Timothy Garton Ash: Free speech – China and the world

Timothy Garton Ash: Free speech – China and the world

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Editor’s note: China Current’s Chief Editor Alexander Ye had a conversation with Timothy Garton Ash, Professor of European Studies and Honorary Chair of the European Studies Centre at Oxford University.

China Current:

The Chinese government is launching a series of anti-corruption campaigns inside its bureaucracy, and it is causing Chinese-style Velvet Revolution. In your point view, what is the goal of the upper echelons of government?

Timothy Garton Ash:

What we know is that the Chinese Communist Party has systematically learnt lessons from the collapse of Communism, like the Soviet Union in Europe. And one of the lessons they learned from Party documents, Western scholarship and Chinese scholarship, is that if your apparatus and bureaucracy becomes very incompetent and very corrupted, then that threats your own position, the position of the Party. This is the number one lesson. And number two, the danger then is that to a certain point, people will start to abandon you, both in society and the bureaucracy. But my view is that the Chinese Communist Party leadership understands this, and that is why it is paying such attention to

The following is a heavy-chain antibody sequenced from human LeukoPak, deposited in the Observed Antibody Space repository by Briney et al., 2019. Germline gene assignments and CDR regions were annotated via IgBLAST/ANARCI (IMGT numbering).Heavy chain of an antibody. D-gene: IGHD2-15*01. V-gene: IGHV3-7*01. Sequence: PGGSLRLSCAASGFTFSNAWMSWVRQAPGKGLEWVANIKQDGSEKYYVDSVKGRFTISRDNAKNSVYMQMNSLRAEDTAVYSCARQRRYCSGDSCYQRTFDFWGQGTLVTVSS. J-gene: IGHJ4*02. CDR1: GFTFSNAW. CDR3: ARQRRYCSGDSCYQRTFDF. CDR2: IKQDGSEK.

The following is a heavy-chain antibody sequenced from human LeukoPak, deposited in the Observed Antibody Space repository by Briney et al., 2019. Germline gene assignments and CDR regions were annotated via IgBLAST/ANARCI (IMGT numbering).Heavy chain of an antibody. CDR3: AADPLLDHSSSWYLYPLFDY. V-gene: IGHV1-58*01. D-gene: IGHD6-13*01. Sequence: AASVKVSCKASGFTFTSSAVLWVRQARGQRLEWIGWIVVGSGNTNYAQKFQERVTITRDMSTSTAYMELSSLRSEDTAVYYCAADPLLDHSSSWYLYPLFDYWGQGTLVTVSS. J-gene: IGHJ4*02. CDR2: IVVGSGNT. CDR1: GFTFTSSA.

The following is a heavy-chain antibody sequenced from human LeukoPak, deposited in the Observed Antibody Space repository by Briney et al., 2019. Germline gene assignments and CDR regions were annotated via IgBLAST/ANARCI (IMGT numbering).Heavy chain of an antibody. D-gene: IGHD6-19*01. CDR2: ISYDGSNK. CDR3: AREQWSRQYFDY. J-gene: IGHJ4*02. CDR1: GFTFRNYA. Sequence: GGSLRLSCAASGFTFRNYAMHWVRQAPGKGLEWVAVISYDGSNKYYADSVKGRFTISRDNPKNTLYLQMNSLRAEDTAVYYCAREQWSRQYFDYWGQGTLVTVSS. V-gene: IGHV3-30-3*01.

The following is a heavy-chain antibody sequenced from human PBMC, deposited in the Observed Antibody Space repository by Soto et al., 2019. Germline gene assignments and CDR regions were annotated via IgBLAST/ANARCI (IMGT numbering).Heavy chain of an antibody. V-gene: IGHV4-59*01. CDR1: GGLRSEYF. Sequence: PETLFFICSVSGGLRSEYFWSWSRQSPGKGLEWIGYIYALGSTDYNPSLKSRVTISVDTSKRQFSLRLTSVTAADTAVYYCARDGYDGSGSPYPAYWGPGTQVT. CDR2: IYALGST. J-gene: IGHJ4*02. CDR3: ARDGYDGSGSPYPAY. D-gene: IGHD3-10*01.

Party corruption and so on.

China Current:

Last year, numerous offending officials, especially in Chongqing, were investigated and expelled from the Party. Meanwhile, Chinese social platforms revealed a number of sex scandals involving Party members which led to a government investigation that uncovered corrupt practices. What do you think of this?

Timothy Garton Ash: